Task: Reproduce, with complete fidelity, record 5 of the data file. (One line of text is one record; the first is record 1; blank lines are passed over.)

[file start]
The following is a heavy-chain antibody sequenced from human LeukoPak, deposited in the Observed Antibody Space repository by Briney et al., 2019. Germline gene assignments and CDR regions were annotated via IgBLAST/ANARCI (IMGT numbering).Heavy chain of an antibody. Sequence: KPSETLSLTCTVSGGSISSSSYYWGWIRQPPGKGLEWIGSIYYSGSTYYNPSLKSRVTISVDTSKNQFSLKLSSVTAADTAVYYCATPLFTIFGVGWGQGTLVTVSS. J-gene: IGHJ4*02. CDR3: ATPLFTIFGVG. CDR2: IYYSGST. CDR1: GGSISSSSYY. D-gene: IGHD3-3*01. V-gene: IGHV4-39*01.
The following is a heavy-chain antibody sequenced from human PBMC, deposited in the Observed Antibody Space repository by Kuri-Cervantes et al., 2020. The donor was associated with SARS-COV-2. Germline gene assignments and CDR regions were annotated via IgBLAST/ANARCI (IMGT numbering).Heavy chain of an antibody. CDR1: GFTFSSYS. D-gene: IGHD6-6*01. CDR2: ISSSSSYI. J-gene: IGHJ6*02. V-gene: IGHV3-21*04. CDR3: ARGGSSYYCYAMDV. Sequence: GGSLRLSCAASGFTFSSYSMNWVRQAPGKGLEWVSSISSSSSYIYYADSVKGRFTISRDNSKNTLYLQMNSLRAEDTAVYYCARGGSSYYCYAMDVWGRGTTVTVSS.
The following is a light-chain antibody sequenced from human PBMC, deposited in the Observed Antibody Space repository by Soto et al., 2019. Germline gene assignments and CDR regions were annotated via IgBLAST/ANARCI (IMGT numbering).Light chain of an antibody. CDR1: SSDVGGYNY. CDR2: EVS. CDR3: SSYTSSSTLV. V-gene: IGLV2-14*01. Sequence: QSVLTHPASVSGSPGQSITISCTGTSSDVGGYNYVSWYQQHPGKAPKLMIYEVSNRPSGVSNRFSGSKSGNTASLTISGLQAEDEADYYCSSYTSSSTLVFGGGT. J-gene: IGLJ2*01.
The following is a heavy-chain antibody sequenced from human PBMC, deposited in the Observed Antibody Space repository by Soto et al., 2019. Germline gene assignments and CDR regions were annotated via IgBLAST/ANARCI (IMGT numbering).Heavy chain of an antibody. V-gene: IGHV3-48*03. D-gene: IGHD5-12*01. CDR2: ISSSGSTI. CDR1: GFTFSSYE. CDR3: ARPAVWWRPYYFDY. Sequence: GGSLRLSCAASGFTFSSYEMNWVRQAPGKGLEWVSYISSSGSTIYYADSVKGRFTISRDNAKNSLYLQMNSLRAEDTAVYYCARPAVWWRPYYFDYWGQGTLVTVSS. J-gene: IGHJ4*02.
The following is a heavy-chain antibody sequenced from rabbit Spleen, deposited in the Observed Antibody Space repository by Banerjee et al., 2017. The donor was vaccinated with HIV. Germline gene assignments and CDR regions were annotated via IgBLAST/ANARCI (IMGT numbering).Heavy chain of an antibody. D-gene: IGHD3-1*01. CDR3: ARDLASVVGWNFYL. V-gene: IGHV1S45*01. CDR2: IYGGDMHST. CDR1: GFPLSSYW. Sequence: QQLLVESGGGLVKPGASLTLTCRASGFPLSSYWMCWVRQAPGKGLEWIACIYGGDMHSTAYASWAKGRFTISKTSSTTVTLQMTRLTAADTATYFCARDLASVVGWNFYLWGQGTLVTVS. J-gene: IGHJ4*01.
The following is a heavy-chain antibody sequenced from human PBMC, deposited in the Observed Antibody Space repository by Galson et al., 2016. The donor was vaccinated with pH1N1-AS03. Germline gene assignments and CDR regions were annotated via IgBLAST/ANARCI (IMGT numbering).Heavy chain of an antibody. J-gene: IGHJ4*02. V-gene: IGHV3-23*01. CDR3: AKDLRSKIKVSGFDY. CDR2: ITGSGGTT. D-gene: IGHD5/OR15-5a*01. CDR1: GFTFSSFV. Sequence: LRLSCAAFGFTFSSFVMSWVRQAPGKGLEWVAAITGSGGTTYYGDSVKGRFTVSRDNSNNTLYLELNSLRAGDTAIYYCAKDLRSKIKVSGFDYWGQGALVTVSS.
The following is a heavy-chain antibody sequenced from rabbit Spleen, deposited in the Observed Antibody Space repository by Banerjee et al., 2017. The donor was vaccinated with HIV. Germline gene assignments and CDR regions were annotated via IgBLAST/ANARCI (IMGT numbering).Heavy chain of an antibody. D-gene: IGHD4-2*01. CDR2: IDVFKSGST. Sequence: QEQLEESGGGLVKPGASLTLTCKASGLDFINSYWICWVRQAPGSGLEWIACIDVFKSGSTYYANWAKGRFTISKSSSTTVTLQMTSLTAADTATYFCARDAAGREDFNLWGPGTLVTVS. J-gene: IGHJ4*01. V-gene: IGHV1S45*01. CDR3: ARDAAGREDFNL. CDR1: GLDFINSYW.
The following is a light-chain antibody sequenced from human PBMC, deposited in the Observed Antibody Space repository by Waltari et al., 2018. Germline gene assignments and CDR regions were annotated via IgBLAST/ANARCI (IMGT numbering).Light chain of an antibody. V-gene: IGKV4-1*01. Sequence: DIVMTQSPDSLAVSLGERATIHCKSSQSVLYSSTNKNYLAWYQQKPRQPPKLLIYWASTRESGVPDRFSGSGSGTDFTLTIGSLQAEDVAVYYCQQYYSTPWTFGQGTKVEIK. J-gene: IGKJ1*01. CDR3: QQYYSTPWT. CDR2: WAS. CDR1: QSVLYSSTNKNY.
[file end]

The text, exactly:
The following is a heavy-chain antibody sequenced from rabbit Spleen, deposited in the Observed Antibody Space repository by Banerjee et al., 2017. The donor was vaccinated with HIV. Germline gene assignments and CDR regions were annotated via IgBLAST/ANARCI (IMGT numbering).Heavy chain of an antibody. D-gene: IGHD3-1*01. CDR3: ARDLASVVGWNFYL. V-gene: IGHV1S45*01. CDR2: IYGGDMHST. CDR1: GFPLSSYW. Sequence: QQLLVESGGGLVKPGASLTLTCRASGFPLSSYWMCWVRQAPGKGLEWIACIYGGDMHSTAYASWAKGRFTISKTSSTTVTLQMTRLTAADTATYFCARDLASVVGWNFYLWGQGTLVTVS. J-gene: IGHJ4*01.